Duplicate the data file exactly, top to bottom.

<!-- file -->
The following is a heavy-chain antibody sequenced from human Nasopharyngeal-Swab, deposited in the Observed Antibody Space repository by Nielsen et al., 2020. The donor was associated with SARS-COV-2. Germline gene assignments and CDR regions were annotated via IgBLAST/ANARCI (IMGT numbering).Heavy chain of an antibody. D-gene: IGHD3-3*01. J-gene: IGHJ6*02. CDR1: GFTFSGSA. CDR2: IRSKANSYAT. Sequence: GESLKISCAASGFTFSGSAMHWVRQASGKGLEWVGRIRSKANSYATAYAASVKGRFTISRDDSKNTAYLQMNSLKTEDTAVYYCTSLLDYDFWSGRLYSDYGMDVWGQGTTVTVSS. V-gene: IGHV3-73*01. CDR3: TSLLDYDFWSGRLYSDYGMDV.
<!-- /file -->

The following is a heavy-chain antibody sequenced from human Nasopharyngeal-Swab, deposited in the Observed Antibody Space repository by Nielsen et al., 2020. The donor was associated with SARS-COV-2. Germline gene assignments and CDR regions were annotated via IgBLAST/ANARCI (IMGT numbering).Heavy chain of an antibody. D-gene: IGHD3-3*01. J-gene: IGHJ6*02. CDR1: GFTFSGSA. CDR2: IRSKANSYAT. Sequence: GESLKISCAASGFTFSGSAMHWVRQASGKGLEWVGRIRSKANSYATAYAASVKGRFTISRDDSKNTAYLQMNSLKTEDTAVYYCTSLLDYDFWSGRLYSDYGMDVWGQGTTVTVSS. V-gene: IGHV3-73*01. CDR3: TSLLDYDFWSGRLYSDYGMDV.